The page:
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  • The Heavy Strikes Back

    Now back in the Navy days when I first started weightlifting, I remember reading Muscle & Fitness Magazine, soaking in every nuance of exercise and variations, looking to build the perfect bicep, tricep, and deltoid combination. Everyone was into it, at least everyone at the 32nd Street Naval Station gym where I worked out, and there was always a conversation about a new technique or someone who just busted through a plateau on their bench press or their squats. Really good memories, my friends. Everyone wanted to be Arnold!

    These days, at 61, my aspirations are slightly less, but then again, Arnold isn't Arnold anymore, at least not the Arnold of yore. Yesterday, I did the first “Heavy” arm and shoulder routine. Did it work? Well, I'm still feeling the pump, even after 15 hours. It was awesome.

    I began with Shrugs for the shoulders, using 50 lb (22.7 kg) dumbbells that I set up for just this occasion. Three sets of 10 reps felt awesome, and when I was finished, I could feel the burn in all three heads of the deltoids. The secret to making this effective is to make sure you use slow, deliberate movements and complete a full rotation on every rep.

    Next I placed the Bicep Blaster around my neck, secured the back strap, and proceeded to do my bicep curls with 50 lbs on the bent barbell. Again, slow, deliberate movements in both directions, making sure to concentrate on the biceps contracting. By the end of the third set, my biceps were rock hard.

    I set the barbell down only long enough to remove the Blaster, then used the interior grip on the bent barbell and proceeded to do standing overhead tricep extensions. You have to be careful with this one, making sure your feet are planted securely and evenly and your back is properly supported. As always, I wear a heavy leather belt designed for back support whenever I am lifting. By the third set, my triceps were screaming at me “enough”, even though it was the same 50 lbs I had used in the bicep curls.

    I set the barbell down and picked up the 25 lb (11.35 kg) dumbbells and proceeded to the standing side shoulder raises. I can't say this enough, it's important to make sure your feet are planted firmly and your back is supported. The secret to this exercise is to resist the temptation to “throw” the weight up by rocking your body from the waist. That's easy to say on the first set, not so easy to do on sets two and three. The last three reps of the third set, I had to throw them up to complete. Since this was the second shoulder set, the deltoids were beginning to feel the burn about the middle of the second set.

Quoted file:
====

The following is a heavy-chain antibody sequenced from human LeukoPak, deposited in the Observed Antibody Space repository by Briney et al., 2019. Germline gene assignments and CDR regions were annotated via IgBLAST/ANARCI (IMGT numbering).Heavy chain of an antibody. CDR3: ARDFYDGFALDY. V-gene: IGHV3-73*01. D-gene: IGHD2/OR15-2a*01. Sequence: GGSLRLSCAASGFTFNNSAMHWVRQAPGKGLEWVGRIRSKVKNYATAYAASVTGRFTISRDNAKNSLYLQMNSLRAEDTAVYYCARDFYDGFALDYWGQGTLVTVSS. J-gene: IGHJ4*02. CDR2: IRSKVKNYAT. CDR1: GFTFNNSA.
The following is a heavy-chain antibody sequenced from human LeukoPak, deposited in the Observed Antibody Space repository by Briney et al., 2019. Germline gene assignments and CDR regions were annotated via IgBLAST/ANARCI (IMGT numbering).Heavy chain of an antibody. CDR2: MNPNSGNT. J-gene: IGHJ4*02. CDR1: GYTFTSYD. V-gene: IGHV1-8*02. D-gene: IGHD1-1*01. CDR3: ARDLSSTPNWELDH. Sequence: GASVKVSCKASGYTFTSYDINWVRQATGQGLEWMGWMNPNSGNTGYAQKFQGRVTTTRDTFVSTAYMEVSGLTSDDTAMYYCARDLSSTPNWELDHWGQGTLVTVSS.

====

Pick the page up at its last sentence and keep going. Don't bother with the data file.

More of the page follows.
Moving to the bench where I already had the Preacher Attachment in place, I did three sets of cable curls with 50 lbs mounted on the extension. Using the straight bar, I concentrated again on the biceps doing the work, and managed to complete all three sets, although the last one was completed in 7 reps, 2 reps, and the final rep. I could tell my biceps were beginning to reach exhaustion.

    Removing the preacher attachment and raising the short portion of my bench to elevate my head, I reached back and performed three sets of tricep pullovers using the cable attachment and the straight bar. Again, the last set proved to be more challenging than the first two, but I completed it without having to stop.

    Back to the bent barbell for standing upright rows, the final polisher for the shoulders. The key to making this effective for the shoulders is to keep your elbows extended out during the exercise to prevent the arms from doing most of the work. By this point, my shoulders were telling me to proceed with caution, so I moved through the exercise carefully, concentrating on form and getting the full range of motion, beginning at the waist and ending just below the chin.

    I sat on the bench and prepared to do my concentration curls with the 25 lb dumbbells, and managed to get through one set per arm before my arms failed. Just dropped. At the beginning of the second set, I tried to get my right arm to move. No dice. The bicep was telling me enough.

    And believe it or not, that is a good thing. Peak contraction is the result of concentration on a particular muscle doing the work through its entire range of motion. When you've done that enough times, the muscle goes into failure, or exhaustion. And when that happens, the muscle tissue is forced to grow.

    I'd already completed my ab workout prior to starting the weights, and decided against the Gazelle. I'll be doing another ab workout today, and spending at least 30 minutes on the Gazelle today, but I didn't want to lose the “pump” from the muscles by pushing the blood flow to my legs.

    Feeling pretty amazing right now, even though there are some aches and pains in my shoulders and along the trapezoid muscles at the upper back, but these are normal pains and nothing out of the ordinary. Later today when I do my abs and Gazelle, I may do a couple of additional free curls just to pump again.

    Still tipping the scales at 190 lbs (86 kg) and feeling good.

    I warn you, this stuff can be addicting. Especially for us high testosterone types. But ladies, you need not raise the weights to enjoy the benefits of anaerobic exercise. And the benefits will be just as strong if you do them. I always remember the anecdote about the young woman who could open the pickle jars when her husband couldn't. Not only did it make her feel empower, but it also motivated her husband to get with the program.

    I hope you are all having a blessed and wonderful day.

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